December 1, 2017
Don't Succumb To "Facebook Envy". Solve The Problem In Front Of YouA trend that's been growing for some time now is what I call "Facebook envy". Dev teams working on bread-and-butter problems seem almost embarrassed not to be solving problems on the scale Facebook have to.
99.9% of developers are not working at this scale, and are never likely to. And yet I see a strange obsession with scale that too often distracts teams from more pressing problems.
I use the analogy of a rock band obsessing over how their songs can be arranged for a 90-piece orchestra for a performance at the massive O2 Arena in London, and failing to prepare for their upcoming gig in the bowling alley at the back of the local pub.
Of course, we hear the stories about tech start-ups who didn't prepare for greatness and discovered that their architecture didn't scale. We hear those stories precisely because of the pervasiveness of those businesses in our lives after the fact. Just like all the stories we read about how bands became mega-successful, because who wants to read about bands that didn't? History is written by the winners.
What we don't hear about is the other 999/1000 tech start-ups who did prepare for greatness and wasted their time and their money doing it.
Before a tech start-up needs to scale, it needs to survive. Surviving means solving the problems that are in front of you. By all means, keep one eye on the future - a sense of direction's important. But not both eyes.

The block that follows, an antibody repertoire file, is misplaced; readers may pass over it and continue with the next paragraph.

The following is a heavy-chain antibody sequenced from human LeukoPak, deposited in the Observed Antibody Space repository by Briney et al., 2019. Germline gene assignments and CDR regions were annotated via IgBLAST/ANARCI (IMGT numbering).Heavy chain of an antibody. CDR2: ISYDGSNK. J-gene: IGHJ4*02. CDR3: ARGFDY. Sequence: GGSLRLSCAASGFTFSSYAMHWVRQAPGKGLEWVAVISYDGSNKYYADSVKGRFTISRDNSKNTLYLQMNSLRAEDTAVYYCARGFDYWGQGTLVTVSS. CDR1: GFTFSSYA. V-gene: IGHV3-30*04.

It's a similar thing to cash flow. Sure, your product may be super-profitable eventually. But if you can't pay your staff and keep the lights on in the meantime, you won't be there to collect.
The best way to scale-proof your start-up is to solve today's problems in a way that doesn't block you from adapting to tomorrow's. This is why I work so hard to persuade teams to focus on the factors that make software and systems hard to change, instead of on trying to anticipate those changes at the start. It tends to make the end product far more complicated than it needed to be, and things rarely turn out the way you planned.
Some common technologies are inherently scalable, too. Indeed, these days, most technology stacks are, even if it takes a bit more imagination to achieve it. Facebook are the best example of this. Who'd have thought, 12 years ago, that PHP and MySQL would scale to a billion users? Facebook solved the problems that were in front of them. They didn't adapt those technologies speculatively... just in case they ended up with a billion users.
If you use scalable technologies, design your architectures in such a way that they would be easy to partition if needed (i.e., separate concerns cleanly from the get-go), and - most importantly - deliver code that can be changed when new times require it, then you'll be able to solve today's tangible problems and keep the door open to tomorrow's intangible possibilities.
Posted 2 years, 1 month ago on December 1, 2017